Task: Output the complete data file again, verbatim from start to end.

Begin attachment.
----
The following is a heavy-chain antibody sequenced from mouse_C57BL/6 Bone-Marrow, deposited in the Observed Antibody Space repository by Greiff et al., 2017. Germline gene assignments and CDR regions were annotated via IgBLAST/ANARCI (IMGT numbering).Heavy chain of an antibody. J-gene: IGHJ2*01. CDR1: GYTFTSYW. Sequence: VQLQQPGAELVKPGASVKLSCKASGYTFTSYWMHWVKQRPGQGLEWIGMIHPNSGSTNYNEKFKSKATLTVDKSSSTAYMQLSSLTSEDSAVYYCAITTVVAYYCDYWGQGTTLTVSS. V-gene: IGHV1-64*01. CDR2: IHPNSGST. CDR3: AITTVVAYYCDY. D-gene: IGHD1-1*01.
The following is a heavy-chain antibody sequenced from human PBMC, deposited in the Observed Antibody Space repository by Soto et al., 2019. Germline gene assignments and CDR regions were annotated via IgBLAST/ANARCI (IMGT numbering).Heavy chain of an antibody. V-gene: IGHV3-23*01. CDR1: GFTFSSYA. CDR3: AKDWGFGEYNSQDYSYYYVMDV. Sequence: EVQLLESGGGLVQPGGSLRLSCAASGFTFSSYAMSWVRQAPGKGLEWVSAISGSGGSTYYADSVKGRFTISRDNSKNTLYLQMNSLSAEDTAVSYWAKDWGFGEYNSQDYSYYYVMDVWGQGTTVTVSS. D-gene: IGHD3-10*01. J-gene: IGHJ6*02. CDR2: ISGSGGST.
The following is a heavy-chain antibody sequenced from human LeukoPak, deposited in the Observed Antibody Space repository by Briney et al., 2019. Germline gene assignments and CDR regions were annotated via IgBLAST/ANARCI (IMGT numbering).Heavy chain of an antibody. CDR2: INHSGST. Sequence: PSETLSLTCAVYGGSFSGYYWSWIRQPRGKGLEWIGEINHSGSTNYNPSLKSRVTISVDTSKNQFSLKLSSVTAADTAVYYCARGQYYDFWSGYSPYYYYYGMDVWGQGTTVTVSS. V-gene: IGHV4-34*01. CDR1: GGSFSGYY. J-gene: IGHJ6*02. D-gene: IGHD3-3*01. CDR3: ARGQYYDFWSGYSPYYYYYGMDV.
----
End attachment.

The following is a heavy-chain antibody sequenced from mouse_C57BL/6 Bone-Marrow, deposited in the Observed Antibody Space repository by Greiff et al., 2017. Germline gene assignments and CDR regions were annotated via IgBLAST/ANARCI (IMGT numbering).Heavy chain of an antibody. J-gene: IGHJ2*01. CDR1: GYTFTSYW. Sequence: VQLQQPGAELVKPGASVKLSCKASGYTFTSYWMHWVKQRPGQGLEWIGMIHPNSGSTNYNEKFKSKATLTVDKSSSTAYMQLSSLTSEDSAVYYCAITTVVAYYCDYWGQGTTLTVSS. V-gene: IGHV1-64*01. CDR2: IHPNSGST. CDR3: AITTVVAYYCDY. D-gene: IGHD1-1*01.
The following is a heavy-chain antibody sequenced from human PBMC, deposited in the Observed Antibody Space repository by Soto et al., 2019. Germline gene assignments and CDR regions were annotated via IgBLAST/ANARCI (IMGT numbering).Heavy chain of an antibody. V-gene: IGHV3-23*01. CDR1: GFTFSSYA. CDR3: AKDWGFGEYNSQDYSYYYVMDV. Sequence: EVQLLESGGGLVQPGGSLRLSCAASGFTFSSYAMSWVRQAPGKGLEWVSAISGSGGSTYYADSVKGRFTISRDNSKNTLYLQMNSLSAEDTAVSYWAKDWGFGEYNSQDYSYYYVMDVWGQGTTVTVSS. D-gene: IGHD3-10*01. J-gene: IGHJ6*02. CDR2: ISGSGGST.
The following is a heavy-chain antibody sequenced from human LeukoPak, deposited in the Observed Antibody Space repository by Briney et al., 2019. Germline gene assignments and CDR regions were annotated via IgBLAST/ANARCI (IMGT numbering).Heavy chain of an antibody. CDR2: INHSGST. Sequence: PSETLSLTCAVYGGSFSGYYWSWIRQPRGKGLEWIGEINHSGSTNYNPSLKSRVTISVDTSKNQFSLKLSSVTAADTAVYYCARGQYYDFWSGYSPYYYYYGMDVWGQGTTVTVSS. V-gene: IGHV4-34*01. CDR1: GGSFSGYY. J-gene: IGHJ6*02. D-gene: IGHD3-3*01. CDR3: ARGQYYDFWSGYSPYYYYYGMDV.